Classic Theism: Is God Simple or Complex?

My Sunday school teacher posed this question during class a few years ago. The question surprised me because the answer seemed obvious. If God is so far beyond my comprehension, how could he be simple? Therefore, he must be complex, right? Wrong. The teacher was not referring to whether God was easily understood but rather to the doctrine of divine simplicity.

Simply stated, this doctrine teaches that there “is nothing in God that is not God.” [1] Nothing comprises God. Neither is there anything that lies behind or alongside him that provides the basis for his existence.[2] This is affirmed in the Westminster Confession 2.1 which states that God is “without body, parts, or passions.” The London Baptist Confession (LBC) 2.3 also adds “one God, who is not to be divided by nature or being.”

As a counter example, we learn in biology that all living things are composed of cells, which are made of several components. But in chemistry, we learn that those cellular components are made up of molecules, which in turn are made up of atoms of different elements. For years scientists believed that atoms were the building blocks of matter, but the search is not over. Physicists today are detecting particles smaller than a proton. Thus, we still don't know what is the fundamental basis of matter. The physical universe also requires something outside of these necessary parts to put them together. But God is not like this. He cannot be subdivided or broken down into his essential building blocks. If that was the case, those parts would account for his being God and take the credit for his God-ness. He would also be dependent upon a maker apart from himself to combine those parts into “God,” but all that is in God is God. He just is.[3]

This may sound rather esoteric and only fit for the seminary classroom, but what about the average believer in the pew? Does simplicity make any difference at all? It does indeed, and here are a few implications of this doctrine.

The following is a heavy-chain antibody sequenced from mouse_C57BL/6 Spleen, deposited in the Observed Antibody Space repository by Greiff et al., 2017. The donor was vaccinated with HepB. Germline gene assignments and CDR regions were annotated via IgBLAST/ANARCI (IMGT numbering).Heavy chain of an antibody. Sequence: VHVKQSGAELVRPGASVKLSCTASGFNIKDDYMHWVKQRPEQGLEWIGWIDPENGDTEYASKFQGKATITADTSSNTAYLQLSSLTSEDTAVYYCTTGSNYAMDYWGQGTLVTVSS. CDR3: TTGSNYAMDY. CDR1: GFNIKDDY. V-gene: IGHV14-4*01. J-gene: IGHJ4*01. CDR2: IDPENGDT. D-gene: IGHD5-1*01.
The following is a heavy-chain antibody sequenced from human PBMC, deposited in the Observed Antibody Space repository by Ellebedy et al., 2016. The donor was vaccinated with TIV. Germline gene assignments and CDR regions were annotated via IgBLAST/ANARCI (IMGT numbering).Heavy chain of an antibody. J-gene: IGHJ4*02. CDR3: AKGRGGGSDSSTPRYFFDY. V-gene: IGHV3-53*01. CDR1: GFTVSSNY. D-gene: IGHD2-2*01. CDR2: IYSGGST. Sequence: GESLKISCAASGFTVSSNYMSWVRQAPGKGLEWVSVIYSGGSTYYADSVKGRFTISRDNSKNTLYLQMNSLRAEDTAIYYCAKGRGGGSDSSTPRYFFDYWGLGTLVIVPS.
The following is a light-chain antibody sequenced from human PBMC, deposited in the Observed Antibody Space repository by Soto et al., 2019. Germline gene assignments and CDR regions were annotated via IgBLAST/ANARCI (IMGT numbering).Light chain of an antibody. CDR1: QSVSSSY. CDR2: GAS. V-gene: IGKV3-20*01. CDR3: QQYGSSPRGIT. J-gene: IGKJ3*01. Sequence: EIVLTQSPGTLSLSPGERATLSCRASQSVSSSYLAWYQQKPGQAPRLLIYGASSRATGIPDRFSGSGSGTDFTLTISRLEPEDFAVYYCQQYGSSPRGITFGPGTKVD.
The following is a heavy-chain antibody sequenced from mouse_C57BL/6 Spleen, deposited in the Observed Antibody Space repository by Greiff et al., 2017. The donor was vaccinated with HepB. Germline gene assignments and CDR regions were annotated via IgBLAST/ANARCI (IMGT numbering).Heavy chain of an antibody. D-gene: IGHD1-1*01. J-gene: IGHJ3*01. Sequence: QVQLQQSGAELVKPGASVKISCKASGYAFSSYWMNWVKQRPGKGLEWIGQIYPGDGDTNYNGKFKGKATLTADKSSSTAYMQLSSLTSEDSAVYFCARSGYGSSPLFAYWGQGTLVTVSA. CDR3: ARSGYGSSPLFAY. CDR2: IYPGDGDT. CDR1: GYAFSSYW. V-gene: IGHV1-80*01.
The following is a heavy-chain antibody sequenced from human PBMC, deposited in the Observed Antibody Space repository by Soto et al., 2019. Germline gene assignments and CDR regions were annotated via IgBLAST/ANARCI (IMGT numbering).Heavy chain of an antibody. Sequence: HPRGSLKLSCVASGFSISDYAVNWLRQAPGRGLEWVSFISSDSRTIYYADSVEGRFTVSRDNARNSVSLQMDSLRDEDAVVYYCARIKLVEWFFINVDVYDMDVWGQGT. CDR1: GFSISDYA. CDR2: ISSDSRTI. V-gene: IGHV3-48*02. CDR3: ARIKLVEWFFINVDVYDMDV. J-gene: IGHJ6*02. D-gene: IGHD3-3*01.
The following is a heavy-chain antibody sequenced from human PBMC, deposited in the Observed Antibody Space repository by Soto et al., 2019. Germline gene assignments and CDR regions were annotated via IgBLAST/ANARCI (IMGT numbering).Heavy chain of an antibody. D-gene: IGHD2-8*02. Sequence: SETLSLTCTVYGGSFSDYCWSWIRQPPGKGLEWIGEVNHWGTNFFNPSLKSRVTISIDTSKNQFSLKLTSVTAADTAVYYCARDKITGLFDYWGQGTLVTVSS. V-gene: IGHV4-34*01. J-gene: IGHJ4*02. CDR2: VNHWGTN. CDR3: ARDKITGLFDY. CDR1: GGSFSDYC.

- Simplicity safeguards our understanding of  God. The Trinity is not three Gods (tritheism). Neither is God comprised of 1/3 Father, 1/3 Son, and 1/3 Holy Spirit (partialism). We confess One God in Three Persons. Simplicity is also the foundation of God's independence and immutability. Complex beings are dependent on their parts and their maker, but as a simple being, God is dependent upon nothing. He will never change because then he would cease to be himself. Change also implies a lack of perfection as though he needed any improvement.[4]

- A simple God is completely trustworthy. A complex system is only as strong as its weakest component. It takes only one gene mutation in one cell to release a potentially deadly disease. It took one failed o-ring to cause the Challenger disaster. But we will never find a weak link in God. When the world seems to be falling apart, “God is not going fall apart because he is not made up of parts... The reason you can rely upon God and depend upon God, the reason he can be your all-sufficiency is because he is his own all-sufficiency.”[5]

- God's will cannot be thwarted because God's will is inseparable from himself. The LBC 3.1 states “God hath decreed in Himself, from all eternity, by the most wise and holy counsel of His own will, freely and unchangeably, all things, whatsoever comes to pass.” Every single promise and every step in God's redemptive plan is rock solid because “he eternally wills and possesses his end perfectly.” And the end of this will is his own glory and goodness.[6]

- Simplicity leads to worship. God is so other that words fail to describe him adequately. He is fully complete in himself with need of nothing. While some may think this magnifies God's remoteness from his creation, I would respectfully disagree. This magnifies the gospel. God was under no obligation to create the universe. He was under no obligation to create man, and he was certainly under no obligation to redeem his creatures when they rebelled against their creator. “But when the fullness of the time came, God sent forth His Son” (Gal. 4:4 NASB). This only makes the Christ's condescension and his saving grace that much more wonderful.

I share these implications of divine simplicity as one average believer in the pew to another. I hope this will encourage you to learn more about the doctrine of God. I feel like I have only scratched the surface myself, but I am thankful we will have all of eternity to know and adore our God.


Persis Lorenti is a member of Grace Baptist Chapel in Hampton, VA where she serves as bookkeeper and deacon of library/resources. She blogs at and You can follow her on Twitter @triedwfire.

1. God Without Parts: Divine Simplicity and the Metaphysics of God's Absoluteness, James E. Dolezal, 2011, Pickwick Publications, pg. 2.

2. Ibid. pg. 1.

3. Divine Simplicity: The Theological Grammar of Orthodoxy, James P. Dolezal, 2015 Southern California Reformed Baptist Pastor's Conference.

4. God Without Parts, pgs. 67-68; 82-83.

5. Divine Simplicity: The Theological Grammar of Orthodoxy.

6. God Without Parts, pgs. 177, 183.




Persis Lorenti